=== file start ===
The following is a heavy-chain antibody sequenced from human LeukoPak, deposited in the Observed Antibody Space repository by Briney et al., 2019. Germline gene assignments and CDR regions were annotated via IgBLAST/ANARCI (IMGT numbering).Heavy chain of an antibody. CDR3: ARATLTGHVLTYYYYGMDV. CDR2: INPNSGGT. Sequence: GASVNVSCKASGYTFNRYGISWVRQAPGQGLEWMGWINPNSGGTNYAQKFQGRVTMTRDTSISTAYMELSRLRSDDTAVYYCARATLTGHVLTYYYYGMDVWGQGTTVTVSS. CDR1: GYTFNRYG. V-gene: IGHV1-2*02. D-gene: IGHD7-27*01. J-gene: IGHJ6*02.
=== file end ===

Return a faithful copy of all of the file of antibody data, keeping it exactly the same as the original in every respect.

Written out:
The following is a heavy-chain antibody sequenced from human LeukoPak, deposited in the Observed Antibody Space repository by Briney et al., 2019. Germline gene assignments and CDR regions were annotated via IgBLAST/ANARCI (IMGT numbering).Heavy chain of an antibody. CDR3: ARATLTGHVLTYYYYGMDV. CDR2: INPNSGGT. Sequence: GASVNVSCKASGYTFNRYGISWVRQAPGQGLEWMGWINPNSGGTNYAQKFQGRVTMTRDTSISTAYMELSRLRSDDTAVYYCARATLTGHVLTYYYYGMDVWGQGTTVTVSS. CDR1: GYTFNRYG. V-gene: IGHV1-2*02. D-gene: IGHD7-27*01. J-gene: IGHJ6*02.